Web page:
Monday, April 7, 2014

Kate and Pete: Chapter 6 - The Infinite Game

Chapter 6 gets the "last word" in the Kate-Pete story! It's not because there aren't a million more little lovely moments we could share (double pinky swear promise: Kate and Pete's story will make future appearances as postscripts). This is the perfect last chapter because it punctuates the story of all relationship, and does so with a big old beautiful exclamation point then ellipse (because there is always more, right? ...). Marriage/partnership isn't ever about getting "happy"and then expecting it to be so always. No big newsflash here: Relationships take a lot of work; and just when you think things are working well, the wheels fall off again. And again. And we have to keep putting them back on. The news, and rather intensely interesting to me at least, is how couples go about the sometimes ugly/sometimes beautiful (fighting, arms flailing, relationship flat tires, voices raised) work. Here's how Kate and Pete see it:

Fighting for Us

by Kate Woodman Middlecamp

My previous “chapters” in this series have primarily focused on the highlights of our relationship: the many ways Peter and I celebrate, reconnect and strive to be fully engaged and truly happy partners. We are indeed happy, and gratefully so. But even the happiest of us twosomes have good days and bad, and the reality of our marriage - like most - is that it takes a whole lot of work, everyday, to make it work.

More often than not, the daily work for us is fun: love notes, garden time, artistic endeavors, puppy snuggles and bouts of "stop-I-can't-breath" laughter. This playful foundation is really the heart of "us," and each joke, song, new ritual or nickname gets added to our store of love and happiness. In the rough moments, we rely on them all to find our way back to each other—to reconnection. Often, all it takes is a small reference to a long-running joke, or that simplest of all endearing signs: a loving smile. The small, often quiet actions re-affirm our affection and remind us of our playful core.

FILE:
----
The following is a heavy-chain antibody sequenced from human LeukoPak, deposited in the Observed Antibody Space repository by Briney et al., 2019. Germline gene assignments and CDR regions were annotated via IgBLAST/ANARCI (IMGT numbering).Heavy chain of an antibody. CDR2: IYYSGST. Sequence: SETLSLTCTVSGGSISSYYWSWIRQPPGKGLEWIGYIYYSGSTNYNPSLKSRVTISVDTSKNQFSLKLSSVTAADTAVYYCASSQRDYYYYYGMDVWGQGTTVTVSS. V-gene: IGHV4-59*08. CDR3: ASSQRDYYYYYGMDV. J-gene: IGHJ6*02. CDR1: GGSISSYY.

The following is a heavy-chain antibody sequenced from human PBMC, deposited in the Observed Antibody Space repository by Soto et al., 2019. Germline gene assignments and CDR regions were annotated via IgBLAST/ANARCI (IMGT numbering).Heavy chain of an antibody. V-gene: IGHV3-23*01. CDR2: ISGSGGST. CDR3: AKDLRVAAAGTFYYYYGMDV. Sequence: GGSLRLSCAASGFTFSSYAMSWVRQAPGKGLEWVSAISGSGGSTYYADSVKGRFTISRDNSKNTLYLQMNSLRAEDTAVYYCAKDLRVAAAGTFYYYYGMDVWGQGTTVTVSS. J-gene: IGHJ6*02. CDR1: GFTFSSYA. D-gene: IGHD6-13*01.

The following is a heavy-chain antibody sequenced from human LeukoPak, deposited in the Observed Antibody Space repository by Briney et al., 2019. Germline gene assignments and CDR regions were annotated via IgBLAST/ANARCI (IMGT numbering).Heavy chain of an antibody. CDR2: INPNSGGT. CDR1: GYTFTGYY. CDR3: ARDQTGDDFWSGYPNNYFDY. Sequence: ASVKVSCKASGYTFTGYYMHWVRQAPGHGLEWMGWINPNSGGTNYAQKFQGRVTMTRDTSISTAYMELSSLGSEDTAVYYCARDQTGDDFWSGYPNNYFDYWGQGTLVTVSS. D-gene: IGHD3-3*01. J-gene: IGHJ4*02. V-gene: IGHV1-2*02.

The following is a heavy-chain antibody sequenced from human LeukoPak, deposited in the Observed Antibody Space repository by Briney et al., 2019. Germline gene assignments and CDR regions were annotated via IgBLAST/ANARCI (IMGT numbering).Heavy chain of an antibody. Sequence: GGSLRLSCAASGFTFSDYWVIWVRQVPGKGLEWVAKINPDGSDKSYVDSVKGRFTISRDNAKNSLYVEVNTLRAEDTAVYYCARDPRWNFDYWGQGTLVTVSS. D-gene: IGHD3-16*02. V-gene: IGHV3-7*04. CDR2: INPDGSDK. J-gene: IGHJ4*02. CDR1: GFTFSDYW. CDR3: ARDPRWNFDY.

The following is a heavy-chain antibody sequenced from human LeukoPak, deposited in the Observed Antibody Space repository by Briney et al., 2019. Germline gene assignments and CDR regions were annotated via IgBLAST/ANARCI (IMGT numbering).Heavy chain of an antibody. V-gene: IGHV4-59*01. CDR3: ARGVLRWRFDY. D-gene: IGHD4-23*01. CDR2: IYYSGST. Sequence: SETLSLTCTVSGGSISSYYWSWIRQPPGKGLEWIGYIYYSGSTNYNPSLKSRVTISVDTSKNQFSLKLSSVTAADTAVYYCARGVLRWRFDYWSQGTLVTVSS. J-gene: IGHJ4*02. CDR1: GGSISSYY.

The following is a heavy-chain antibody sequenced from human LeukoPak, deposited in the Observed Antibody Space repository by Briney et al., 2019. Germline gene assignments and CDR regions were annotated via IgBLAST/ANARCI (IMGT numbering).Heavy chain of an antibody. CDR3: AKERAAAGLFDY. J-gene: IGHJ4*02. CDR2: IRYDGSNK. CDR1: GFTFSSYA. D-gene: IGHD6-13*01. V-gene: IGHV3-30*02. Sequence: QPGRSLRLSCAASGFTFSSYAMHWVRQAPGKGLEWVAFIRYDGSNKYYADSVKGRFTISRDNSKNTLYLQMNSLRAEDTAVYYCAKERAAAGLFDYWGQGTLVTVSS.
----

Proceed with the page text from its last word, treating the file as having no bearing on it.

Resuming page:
But sometimes the foundation of loving fun isn't enough, and the stress, hurt, or frustration we feel might lead to a fight (yep--happy couples fight!). For Peter and me, these challenging, emotionally-charged, and sometimes downright exhausting moments are where the work of marriage really feels like work. And even as playful, ritual-laden and overall happy as we are, it is a struggle at times to keep these conflicts from devolving into negativity. It’s hard—like it is for every couple on the planet – to remain true to a kind and loving core. We are passionate, highly charged, expressive and sensitive individuals; when we fight, we fight hard. And sometimes loud. And I flail my arms. A lot.

But although it may not always look, or sound it—and in the heat of the moment it might take us a few minutes to remember it—we are always, ALWAYS, fighting for us.  Fighting to get back to a place of connection; fighting to be better partners; fighting to be heard and to listen; fighting through failed repair attempts (sometimes searching to simply find the one that works!); fighting because, even in face of the harshest conflict, we would still choose each other. And we do. Over and over.

Years ago, before Peter and I were married, we read the book Finite and Infinite Games by James P. Carse–an exploration of the difference between games played to win and games played to ensure infinite play. His writing has given us a transformative awareness not only in life, but for sure in marriage. We’ve come back time and again to his idea of the "infinite game"-- a metaphor for our marriage, especially the "I'm so mad at you I could flail my arms all day" part. We’ve decided we want to play the game of marriage/conflict/fighting to ensure infinite play – a lifetime of it (marriage), in fact.

There is no winner in this ever-changing, ultimately-loving game of ours; and there is no end. Our marriage rule: that we just keep playing.

And like most games I’ve ever played, it requires practice and patience--plus a big dose of kindness. The outcome? Our marriage will not just survive; it will thrive! ...

1 comment:

Anonymous said...

I have a question, what is the percentage of the woman's like to start the sex?